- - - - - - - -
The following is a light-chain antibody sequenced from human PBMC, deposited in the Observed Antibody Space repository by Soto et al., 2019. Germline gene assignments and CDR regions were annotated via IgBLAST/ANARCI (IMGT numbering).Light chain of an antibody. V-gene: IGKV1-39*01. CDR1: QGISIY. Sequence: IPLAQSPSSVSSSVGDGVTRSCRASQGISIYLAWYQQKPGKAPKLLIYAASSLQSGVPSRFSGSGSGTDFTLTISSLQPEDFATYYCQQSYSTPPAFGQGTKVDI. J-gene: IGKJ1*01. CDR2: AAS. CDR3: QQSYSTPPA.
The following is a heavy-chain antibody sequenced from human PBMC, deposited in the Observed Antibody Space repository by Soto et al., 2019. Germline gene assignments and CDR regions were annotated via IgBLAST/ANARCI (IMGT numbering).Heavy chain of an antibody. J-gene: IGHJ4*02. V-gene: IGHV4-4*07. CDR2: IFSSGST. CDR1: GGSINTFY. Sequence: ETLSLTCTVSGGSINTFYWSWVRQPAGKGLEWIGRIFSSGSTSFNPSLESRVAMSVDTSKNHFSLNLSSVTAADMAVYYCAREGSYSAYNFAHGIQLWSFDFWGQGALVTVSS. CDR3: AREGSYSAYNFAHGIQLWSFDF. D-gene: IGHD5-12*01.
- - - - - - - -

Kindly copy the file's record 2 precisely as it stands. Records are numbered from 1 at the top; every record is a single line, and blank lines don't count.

The following is a heavy-chain antibody sequenced from human PBMC, deposited in the Observed Antibody Space repository by Soto et al., 2019. Germline gene assignments and CDR regions were annotated via IgBLAST/ANARCI (IMGT numbering).Heavy chain of an antibody. J-gene: IGHJ4*02. V-gene: IGHV4-4*07. CDR2: IFSSGST. CDR1: GGSINTFY. Sequence: ETLSLTCTVSGGSINTFYWSWVRQPAGKGLEWIGRIFSSGSTSFNPSLESRVAMSVDTSKNHFSLNLSSVTAADMAVYYCAREGSYSAYNFAHGIQLWSFDFWGQGALVTVSS. CDR3: AREGSYSAYNFAHGIQLWSFDF. D-gene: IGHD5-12*01.